WASHINGTON—Iraqi army and police forces now have the lead security role in eight to 10 areas of Iraq, but it remains unclear when they'll be prepared to take over security for the entire country, the Pentagon's top military officer said Tuesday.
"It's going to take time; nobody knows," Gen. Richard Myers, chairman of the Joint Chiefs of Staff, said during a Pentagon news conference. "It's event-driven. It's going to be driven by a lot of events."
Though a constitutional referendum in October and elections for a permanent government in December will represent significant political milestones for Iraq, the strategy for an eventual drawdown of the 138,000 American troops in the country hinges in large part on when Iraqi troops can take the primary role in battling insurgents. Estimates of when that might happen have varied widely in recent months.
Last March, Gen. John Abizaid, of U.S. Central Command, told Congress that he believed Iraqi forces would be able to take the lead role this year, but Gen. Peter Pace, vice chairman of the Joint Chiefs, told Congress two months later that only a "small number" of Iraq's 173,000 army and police troops were capable of battling terrorists on their own.
Myers named only two areas where Iraqis police and army had taken the lead in security—a portion of Baghdad and Diyala province in the south, a majority Shiite area where attacks on coalition forces have been rare since an uprising by radical cleric Muqtada al-Sadr was put down last year.
He said Iraqis were now contracting for their own food and fuel at five bases in northern and southern Iraq, a precursor to turning those areas over to Iraqi security forces.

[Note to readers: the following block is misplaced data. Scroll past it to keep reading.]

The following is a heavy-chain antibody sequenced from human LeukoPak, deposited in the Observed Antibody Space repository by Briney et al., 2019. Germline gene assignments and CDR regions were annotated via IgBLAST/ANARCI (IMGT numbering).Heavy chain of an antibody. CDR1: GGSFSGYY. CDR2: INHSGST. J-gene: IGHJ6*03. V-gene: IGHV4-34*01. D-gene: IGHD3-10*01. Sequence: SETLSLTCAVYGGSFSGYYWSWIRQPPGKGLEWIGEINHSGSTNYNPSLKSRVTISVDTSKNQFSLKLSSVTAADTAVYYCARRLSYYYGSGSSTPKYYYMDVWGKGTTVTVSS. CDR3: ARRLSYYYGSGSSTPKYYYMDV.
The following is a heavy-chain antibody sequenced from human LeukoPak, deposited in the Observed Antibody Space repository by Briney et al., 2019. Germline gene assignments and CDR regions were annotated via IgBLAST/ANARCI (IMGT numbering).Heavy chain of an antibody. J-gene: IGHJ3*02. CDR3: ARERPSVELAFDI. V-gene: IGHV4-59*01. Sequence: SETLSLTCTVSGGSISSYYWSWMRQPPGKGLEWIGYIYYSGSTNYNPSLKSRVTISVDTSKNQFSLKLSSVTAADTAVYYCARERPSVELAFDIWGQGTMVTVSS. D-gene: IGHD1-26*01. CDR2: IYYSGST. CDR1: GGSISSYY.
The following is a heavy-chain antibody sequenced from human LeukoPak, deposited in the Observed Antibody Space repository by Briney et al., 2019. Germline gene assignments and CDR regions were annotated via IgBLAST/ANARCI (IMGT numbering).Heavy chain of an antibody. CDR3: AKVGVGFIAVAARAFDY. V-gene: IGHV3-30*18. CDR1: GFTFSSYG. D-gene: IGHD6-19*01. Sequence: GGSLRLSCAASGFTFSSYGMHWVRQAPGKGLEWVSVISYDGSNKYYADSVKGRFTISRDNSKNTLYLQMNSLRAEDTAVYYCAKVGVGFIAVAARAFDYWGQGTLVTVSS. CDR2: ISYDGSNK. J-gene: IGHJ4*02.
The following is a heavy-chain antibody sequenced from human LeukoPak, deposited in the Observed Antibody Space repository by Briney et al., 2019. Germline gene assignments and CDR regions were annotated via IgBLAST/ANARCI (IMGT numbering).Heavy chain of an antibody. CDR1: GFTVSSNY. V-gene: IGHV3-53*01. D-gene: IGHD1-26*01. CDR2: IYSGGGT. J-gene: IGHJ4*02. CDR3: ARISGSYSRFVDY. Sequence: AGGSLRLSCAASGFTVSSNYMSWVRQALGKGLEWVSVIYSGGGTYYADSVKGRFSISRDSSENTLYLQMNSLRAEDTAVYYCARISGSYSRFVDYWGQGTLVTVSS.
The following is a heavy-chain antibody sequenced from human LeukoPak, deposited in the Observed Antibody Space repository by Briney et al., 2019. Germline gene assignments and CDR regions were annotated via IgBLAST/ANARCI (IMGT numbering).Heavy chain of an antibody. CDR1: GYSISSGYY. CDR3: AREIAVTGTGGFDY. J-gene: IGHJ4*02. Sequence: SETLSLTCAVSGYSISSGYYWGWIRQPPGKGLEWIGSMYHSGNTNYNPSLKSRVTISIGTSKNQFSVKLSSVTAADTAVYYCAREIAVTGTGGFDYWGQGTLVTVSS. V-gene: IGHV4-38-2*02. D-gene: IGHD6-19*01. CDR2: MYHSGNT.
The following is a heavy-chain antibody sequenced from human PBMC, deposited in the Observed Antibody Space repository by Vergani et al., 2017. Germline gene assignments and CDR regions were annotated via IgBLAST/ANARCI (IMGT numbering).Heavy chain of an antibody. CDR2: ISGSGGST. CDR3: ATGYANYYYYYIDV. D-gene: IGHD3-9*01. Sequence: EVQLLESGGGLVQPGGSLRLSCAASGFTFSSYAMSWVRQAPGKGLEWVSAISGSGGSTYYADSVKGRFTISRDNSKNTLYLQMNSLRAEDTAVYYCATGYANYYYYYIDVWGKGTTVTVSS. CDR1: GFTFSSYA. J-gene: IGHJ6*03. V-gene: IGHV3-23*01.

"The reality is that a large number of them are doing exactly what it is they were organized and trained to do, and increasingly they are doing it with less and less external support from the coalition countries," Myers said.
Iraqis took part in 29 of 35 coalition operations in the previous 24 hours, he said.
Last month, U.S. Gen. George Casey, the top coalition military officer in Iraq, said that if security conditions improve, a "fairly substantial" reduction in U.S. forces could take place by the spring or summer of 2006. Casey made the remark after Defense Secretary Donald Rumsfeld flew to Baghdad to press Iraqi leaders to meet the Aug. 15 deadline for drafting the country's new constitution.
Rumsfeld said Tuesday that the strategy for an eventual U.S. drawdown remains unchanged.
"It takes time, it's going along well, and we're pleased with the progress," he said, referring to the training of Iraqi forces.
But Rumsfeld said progress in Iraq depended as well on economic and political developments. He suggested that Iraq's new constitution "could well turn out to be one of the most powerful weapons deployed against the terrorists."
Rumsfeld accused Syria and Iran of contributing to instability in Iraq by failing to police their borders. Most foreign terrorists involved in the insurgency are believed to be Sunni Muslims who slip through the porous border with Syria. But Rumsfeld said Iran was also to blame.
"It is true that weapons, clearly, unambiguously, from Iran have been found in Iraq," he said. He declined to provide further details, but suggested that the Iranians had turned a blind eye to weapons smuggling across their border.
"That's a big border," he said. "And it's notably unhelpful for the Iranians to be allowing weapons of those types to cross the border."
(c) 2005, Knight Ridder/Tribune Information Services.
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